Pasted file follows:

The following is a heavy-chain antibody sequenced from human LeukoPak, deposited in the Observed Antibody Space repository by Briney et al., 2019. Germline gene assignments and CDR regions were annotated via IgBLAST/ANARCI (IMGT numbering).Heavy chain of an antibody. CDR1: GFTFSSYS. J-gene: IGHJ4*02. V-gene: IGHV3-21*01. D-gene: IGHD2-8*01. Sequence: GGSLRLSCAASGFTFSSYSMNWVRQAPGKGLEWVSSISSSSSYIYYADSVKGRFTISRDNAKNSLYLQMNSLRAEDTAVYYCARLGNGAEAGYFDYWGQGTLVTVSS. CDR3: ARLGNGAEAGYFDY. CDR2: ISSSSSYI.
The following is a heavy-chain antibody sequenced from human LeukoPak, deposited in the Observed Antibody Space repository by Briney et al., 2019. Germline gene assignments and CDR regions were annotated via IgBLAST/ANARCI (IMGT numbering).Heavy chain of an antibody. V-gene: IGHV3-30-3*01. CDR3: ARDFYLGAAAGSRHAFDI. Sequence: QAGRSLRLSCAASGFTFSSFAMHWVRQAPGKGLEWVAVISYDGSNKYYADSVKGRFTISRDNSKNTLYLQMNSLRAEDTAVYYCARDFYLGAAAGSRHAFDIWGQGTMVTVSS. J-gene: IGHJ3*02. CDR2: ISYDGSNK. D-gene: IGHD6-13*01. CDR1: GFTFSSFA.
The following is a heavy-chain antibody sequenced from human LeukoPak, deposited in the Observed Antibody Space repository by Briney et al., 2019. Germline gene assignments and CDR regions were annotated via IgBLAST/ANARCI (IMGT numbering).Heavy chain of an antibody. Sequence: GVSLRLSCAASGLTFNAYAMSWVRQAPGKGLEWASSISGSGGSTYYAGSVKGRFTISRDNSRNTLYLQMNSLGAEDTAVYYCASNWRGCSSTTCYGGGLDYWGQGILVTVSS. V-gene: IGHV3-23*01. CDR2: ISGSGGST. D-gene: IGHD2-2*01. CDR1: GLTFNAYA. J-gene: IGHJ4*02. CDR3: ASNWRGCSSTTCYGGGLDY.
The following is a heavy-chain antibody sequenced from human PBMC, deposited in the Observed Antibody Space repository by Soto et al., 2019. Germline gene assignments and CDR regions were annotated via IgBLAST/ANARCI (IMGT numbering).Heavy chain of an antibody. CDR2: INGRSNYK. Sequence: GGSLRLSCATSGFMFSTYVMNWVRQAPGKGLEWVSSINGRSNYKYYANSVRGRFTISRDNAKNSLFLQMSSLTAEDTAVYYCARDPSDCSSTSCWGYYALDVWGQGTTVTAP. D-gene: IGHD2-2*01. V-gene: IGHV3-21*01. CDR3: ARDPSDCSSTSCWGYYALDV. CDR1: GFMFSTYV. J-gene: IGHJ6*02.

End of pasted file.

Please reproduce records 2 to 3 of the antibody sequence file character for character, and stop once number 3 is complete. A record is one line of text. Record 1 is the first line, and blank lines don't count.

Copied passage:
The following is a heavy-chain antibody sequenced from human LeukoPak, deposited in the Observed Antibody Space repository by Briney et al., 2019. Germline gene assignments and CDR regions were annotated via IgBLAST/ANARCI (IMGT numbering).Heavy chain of an antibody. V-gene: IGHV3-30-3*01. CDR3: ARDFYLGAAAGSRHAFDI. Sequence: QAGRSLRLSCAASGFTFSSFAMHWVRQAPGKGLEWVAVISYDGSNKYYADSVKGRFTISRDNSKNTLYLQMNSLRAEDTAVYYCARDFYLGAAAGSRHAFDIWGQGTMVTVSS. J-gene: IGHJ3*02. CDR2: ISYDGSNK. D-gene: IGHD6-13*01. CDR1: GFTFSSFA.
The following is a heavy-chain antibody sequenced from human LeukoPak, deposited in the Observed Antibody Space repository by Briney et al., 2019. Germline gene assignments and CDR regions were annotated via IgBLAST/ANARCI (IMGT numbering).Heavy chain of an antibody. Sequence: GVSLRLSCAASGLTFNAYAMSWVRQAPGKGLEWASSISGSGGSTYYAGSVKGRFTISRDNSRNTLYLQMNSLGAEDTAVYYCASNWRGCSSTTCYGGGLDYWGQGILVTVSS. V-gene: IGHV3-23*01. CDR2: ISGSGGST. D-gene: IGHD2-2*01. CDR1: GLTFNAYA. J-gene: IGHJ4*02. CDR3: ASNWRGCSSTTCYGGGLDY.